Recipes · Tips and Tricks

Pork in Citrus Sauce (plus, a tutorial on brining meat)

Here is the how-to on brining that I promised a couple posts back. It’s very easy! And it makes cooking potentially tough meats impossible to screw up. I’ve never had dry pork chops since learning to brine before cooking. 

I used to do this a lot back when we’d have dinner parties and I was a very strict vegetarian, and it always got rave reviews from our guests. So if you can make something good without even tasting it, it’s got to be a fairly decent method.

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How to: Brining

Brining is a process of soaking meat in brine, a.ka. salty water, often alongside onions and other vegetables or seasonings to draw in flavor, moisture and to tenderize cuts of meat that tend to dry out while cooking. Generally speaking, you can brine any meat using the following ratio: 4 TBSPs of salt for every 4 cups of water. You want to use enough water and salt to completely submerge your meat, so keep adding water and salt in a ratio of 1:1 (tbsp to cup) in whichever container you are going to use to brine. Since my fridge is small, I use a large plastic freezer bag sealed and nestled into a mixing bowl. Any container that closes will do. I brine overnight or while I’m away at work, but you can brine in as little as one hour! Just make sure you rinse off the meat between brining and cooking or the salt taste will be overwhelming. And as far as seasonings go, you can look to aromatics like fresh ginger, thyme, lemon peel, cinnamon sticks, garlic, even sugar. If you are hoping to brine a holiday bird, like a large turkey, or a roast, definitely make sure you give it overnight to soak. For the following recipe, I used sliced red onions, since I was planning to use them in the finished dish as well.

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Pork Chops in Citrus Sauce

INGREDIENTS

  • 2 Pork chops (double recipe for larger crowd)
  • 1 red onion, sliced (you can use the same one from brining)
  • 1/2 cup orange juice
  • zest and juice of one lemon
  • flour for dredging (I’m still using and loving TigerNut)
  • 2 garlic cloves, minced
  • olive oil for the pan
  • salt and pepper to taste

DIRECTIONS

If you’re brining, do that as early as the night before or as close to cooking time as one hour prior. Drain and rinse the meat and onions or whatever else you use to season the brine, reserving the pork chops and sliced onions.

Season the chops with salt and pepper on each side. Dredge in flour.

Heat a saute pan to medium-high and coat with olive oil. When the oil is hot, cook the chops until golden on each side, 2-3 minutes per side. Transfer to a plate.

In the same pan you used to cook the chops, reduce the heat to medium and add another bit of olive oil. Add the red onion, season with salt and pepper, and cook for 2 minutes, scraping up the brown bits from the bottom of the pan. Add the minced garlic and cook, stirring, quickly.

Add the lemon and orange juice and zest and bring to a boil. Cook until the liquid is reduced by a third, just two or three minutes. Return the pork to the pan and simmer until the sauce is thickened, 1 or 2 more minutes. Taste the sauce and if it’s too tangy, sweeten it with a pinch of sugar or maple syrup!

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I adapted this recipe from Martha Stewart using what I had on hand.

When I sent Mark for pork chops at Trader Joe’s, he got the bone-in kind, which I don’t really eat because I’m not big on country-style cuts or rib meat and lots of fat. It did, however, come out just the same as when I use boneless loin chops, so you can get whatever you like! Here’s a good reference guide to pork cuts, which sometimes have non-intuitive names like “New York Chop.”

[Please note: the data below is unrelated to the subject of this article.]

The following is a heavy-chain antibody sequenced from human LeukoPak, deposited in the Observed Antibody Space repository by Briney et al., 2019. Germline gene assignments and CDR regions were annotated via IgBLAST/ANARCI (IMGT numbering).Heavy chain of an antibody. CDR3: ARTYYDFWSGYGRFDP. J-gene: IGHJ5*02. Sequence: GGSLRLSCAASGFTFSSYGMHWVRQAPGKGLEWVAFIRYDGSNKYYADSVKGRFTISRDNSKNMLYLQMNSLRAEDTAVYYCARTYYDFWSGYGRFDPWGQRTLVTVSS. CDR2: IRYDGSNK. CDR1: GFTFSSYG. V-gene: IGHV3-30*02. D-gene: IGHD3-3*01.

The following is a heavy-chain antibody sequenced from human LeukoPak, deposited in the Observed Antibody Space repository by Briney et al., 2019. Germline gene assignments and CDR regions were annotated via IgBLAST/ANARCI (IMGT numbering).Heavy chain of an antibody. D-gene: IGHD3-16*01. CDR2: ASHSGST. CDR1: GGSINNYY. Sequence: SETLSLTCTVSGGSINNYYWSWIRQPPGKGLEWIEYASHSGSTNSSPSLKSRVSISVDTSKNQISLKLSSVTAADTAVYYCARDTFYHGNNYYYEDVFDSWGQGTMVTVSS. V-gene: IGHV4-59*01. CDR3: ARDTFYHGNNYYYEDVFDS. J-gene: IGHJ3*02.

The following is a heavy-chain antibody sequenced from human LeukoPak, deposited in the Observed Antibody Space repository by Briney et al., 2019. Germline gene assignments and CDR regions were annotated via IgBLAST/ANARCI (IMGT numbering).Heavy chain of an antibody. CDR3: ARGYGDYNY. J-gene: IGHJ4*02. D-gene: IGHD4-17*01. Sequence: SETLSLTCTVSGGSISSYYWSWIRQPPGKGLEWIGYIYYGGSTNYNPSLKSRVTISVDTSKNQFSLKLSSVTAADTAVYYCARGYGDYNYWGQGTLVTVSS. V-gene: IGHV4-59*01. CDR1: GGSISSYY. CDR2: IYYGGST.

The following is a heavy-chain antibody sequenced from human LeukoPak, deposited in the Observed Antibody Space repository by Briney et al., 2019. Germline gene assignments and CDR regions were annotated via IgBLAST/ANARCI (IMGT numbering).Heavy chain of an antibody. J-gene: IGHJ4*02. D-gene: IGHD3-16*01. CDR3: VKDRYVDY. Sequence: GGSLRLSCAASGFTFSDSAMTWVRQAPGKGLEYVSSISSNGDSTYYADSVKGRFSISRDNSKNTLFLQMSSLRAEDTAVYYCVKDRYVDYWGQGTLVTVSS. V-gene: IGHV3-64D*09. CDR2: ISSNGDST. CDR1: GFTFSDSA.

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I hope you enjoy this one. I served it with a fennel & bean salad that could really be its own vegetarian main meal, which I’ll be blogging about next week! I always like to serve pork chops with mashed potatoes or roasted potatoes and applesauce. More often we have it in the fall, but I wanted to change things up a couple weeks ago and this was very light thanks to the citrus flavor profile! My family ate it up and I hope yours will, too.


Baby & Toddler · Recipes

Our Thanksgiving Traditions

This is going to be Georgia’s first Thanksgiving (and everything else!) and we are super excited to have her around for the holiday.

This time last year, we were just keeping our fingers crossed that she’d be coming into our lives soon, and a few weeks after Thanksgiving we found out that our wish had come true and she was officially on the way! I haven’t decided what she’s going to wear yet (well, other than this bib, since she drools like crazy) but I have decided what we are making. My father-in-law does the turkey, gravy, and stuffing, and our relatives split all the sides and desserts.

We bring:

  • Pumpkin, lemon meringue and apple pie. I order them from this bakery near where we live. They deliver for $1, and donate 20% to the Bread of Life, a local food pantry which hosts a huge Thanksgiving dinner every year for hundreds of people north of Boston, all for free.
  • Mashed potatoes. I have a great make-ahead method!
  • Cranberry Sauce from scratch. My specialty.

Click the photos below for my easy recipes for those buttery mashed potatoes and special cranberry sauce, which has little kick thanks to some ground ginger and orange peel.

Boil and mash these with half-and-half and cream cheese the day before, then bake topped with butter the hour before Thanksgiving dinner.
Sweet and tart.

Need more inspiration?

Don’t miss the New York Times Vegetarian Thanksgiving Guide, which includes Gluten-free options and plenty of ideas for leftovers this year.